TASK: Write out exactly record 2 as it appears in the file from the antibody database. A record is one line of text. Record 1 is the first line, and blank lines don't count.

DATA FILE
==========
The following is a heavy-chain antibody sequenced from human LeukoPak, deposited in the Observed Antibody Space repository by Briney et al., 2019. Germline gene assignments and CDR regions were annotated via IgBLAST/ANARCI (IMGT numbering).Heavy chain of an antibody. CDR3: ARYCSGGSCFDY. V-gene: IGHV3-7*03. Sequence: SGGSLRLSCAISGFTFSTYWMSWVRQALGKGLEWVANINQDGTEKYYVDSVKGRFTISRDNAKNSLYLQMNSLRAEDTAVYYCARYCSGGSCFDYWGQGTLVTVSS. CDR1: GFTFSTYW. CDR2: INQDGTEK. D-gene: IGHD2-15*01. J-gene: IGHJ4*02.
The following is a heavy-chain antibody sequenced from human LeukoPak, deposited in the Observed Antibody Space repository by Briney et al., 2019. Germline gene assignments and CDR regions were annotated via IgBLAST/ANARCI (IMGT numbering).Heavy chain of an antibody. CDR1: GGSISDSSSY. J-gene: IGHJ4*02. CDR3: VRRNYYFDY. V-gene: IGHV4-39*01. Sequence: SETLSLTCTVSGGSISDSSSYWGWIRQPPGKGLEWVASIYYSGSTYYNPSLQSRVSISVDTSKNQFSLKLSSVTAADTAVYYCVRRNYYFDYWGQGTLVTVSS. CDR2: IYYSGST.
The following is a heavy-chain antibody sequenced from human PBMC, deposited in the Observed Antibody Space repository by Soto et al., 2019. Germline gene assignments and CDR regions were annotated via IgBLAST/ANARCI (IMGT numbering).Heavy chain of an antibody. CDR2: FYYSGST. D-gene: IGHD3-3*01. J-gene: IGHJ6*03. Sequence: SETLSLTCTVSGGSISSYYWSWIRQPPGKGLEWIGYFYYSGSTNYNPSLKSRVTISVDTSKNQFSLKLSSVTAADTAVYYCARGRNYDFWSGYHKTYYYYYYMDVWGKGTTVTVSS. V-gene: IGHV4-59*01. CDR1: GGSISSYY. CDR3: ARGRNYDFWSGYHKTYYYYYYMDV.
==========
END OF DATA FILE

The following is a heavy-chain antibody sequenced from human LeukoPak, deposited in the Observed Antibody Space repository by Briney et al., 2019. Germline gene assignments and CDR regions were annotated via IgBLAST/ANARCI (IMGT numbering).Heavy chain of an antibody. CDR1: GGSISDSSSY. J-gene: IGHJ4*02. CDR3: VRRNYYFDY. V-gene: IGHV4-39*01. Sequence: SETLSLTCTVSGGSISDSSSYWGWIRQPPGKGLEWVASIYYSGSTYYNPSLQSRVSISVDTSKNQFSLKLSSVTAADTAVYYCVRRNYYFDYWGQGTLVTVSS. CDR2: IYYSGST.